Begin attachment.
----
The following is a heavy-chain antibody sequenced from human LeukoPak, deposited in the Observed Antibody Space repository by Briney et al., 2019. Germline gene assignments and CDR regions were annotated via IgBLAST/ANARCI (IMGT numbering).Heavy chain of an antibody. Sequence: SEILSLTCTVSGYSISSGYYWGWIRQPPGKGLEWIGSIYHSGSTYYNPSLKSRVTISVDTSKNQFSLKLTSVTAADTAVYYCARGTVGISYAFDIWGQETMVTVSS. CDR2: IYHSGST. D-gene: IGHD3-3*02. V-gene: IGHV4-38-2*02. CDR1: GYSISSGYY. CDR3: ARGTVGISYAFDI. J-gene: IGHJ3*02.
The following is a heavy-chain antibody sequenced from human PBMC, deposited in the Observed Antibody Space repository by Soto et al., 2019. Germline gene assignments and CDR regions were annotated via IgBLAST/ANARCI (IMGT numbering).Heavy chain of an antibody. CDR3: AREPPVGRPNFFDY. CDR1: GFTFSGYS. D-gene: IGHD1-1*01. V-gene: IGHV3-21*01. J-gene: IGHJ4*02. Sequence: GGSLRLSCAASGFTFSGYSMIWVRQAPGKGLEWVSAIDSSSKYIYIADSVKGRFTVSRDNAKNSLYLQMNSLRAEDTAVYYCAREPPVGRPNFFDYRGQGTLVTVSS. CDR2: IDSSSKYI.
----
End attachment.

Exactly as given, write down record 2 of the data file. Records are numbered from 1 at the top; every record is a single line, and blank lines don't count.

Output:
The following is a heavy-chain antibody sequenced from human PBMC, deposited in the Observed Antibody Space repository by Soto et al., 2019. Germline gene assignments and CDR regions were annotated via IgBLAST/ANARCI (IMGT numbering).Heavy chain of an antibody. CDR3: AREPPVGRPNFFDY. CDR1: GFTFSGYS. D-gene: IGHD1-1*01. V-gene: IGHV3-21*01. J-gene: IGHJ4*02. Sequence: GGSLRLSCAASGFTFSGYSMIWVRQAPGKGLEWVSAIDSSSKYIYIADSVKGRFTVSRDNAKNSLYLQMNSLRAEDTAVYYCAREPPVGRPNFFDYRGQGTLVTVSS. CDR2: IDSSSKYI.